Volvo’s fully autonomous truck is the first in the world to be tested in operations deep underground in the Kristineberg Mine. The self-driving truck is part of a development project aimed at improving the transport flow and safety in the mine. The truck will cover a distance of 7km, reaching 1,320 metres underground in the narrow mine tunnels.
The research project is a cooperative venture with Saab’s technology consulting subsidiary Combitech.
The vehicles used in the mine are series-built Volvo FMX trucks equipped with new functionality. Amongst other things, they include a system incorporating radar/laser-based sensors. This system was initially used to monitor the mine’s geometry and to generate a map of the route that the truck has to negotiate. The information gleaned was then used to regulate the vehicle’s speed, steering, and gear changes. On every new trip, the sensors are used to continuously scan the area around the truck and further optimise both the operation and the route.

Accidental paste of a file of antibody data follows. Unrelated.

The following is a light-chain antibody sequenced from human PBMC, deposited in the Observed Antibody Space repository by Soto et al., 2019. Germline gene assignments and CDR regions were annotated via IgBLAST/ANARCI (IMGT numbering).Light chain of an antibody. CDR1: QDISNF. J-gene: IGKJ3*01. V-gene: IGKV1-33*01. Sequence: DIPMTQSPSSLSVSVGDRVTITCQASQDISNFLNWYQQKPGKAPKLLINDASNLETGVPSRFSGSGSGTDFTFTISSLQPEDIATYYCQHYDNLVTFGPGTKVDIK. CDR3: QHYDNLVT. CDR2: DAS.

“This is the world’s first fully self-driving truck to operate under such tough conditions. It is a true challenge to ensure that everything works meticulously more than 1300 metres underground,” says Torbjörn Holmström, Volvo Group chief technology officer.
Volvo Group has produced this film in the harsh operating conditions in the Kristineberg mine, 100km from Arvidsjaur in northern Sweden.
In the film Torbjörn Holmström happily stands in the middle of the mine gallery as the truck approaches him, such is his confidence in how safe the truck is.
“No matter what type of vehicle we develop, safety is always our primary concern and this also applies to self-driving vehicles. I was convinced the truck would stop –but naturally I felt a knot in my stomach until the truck applied its brakes!”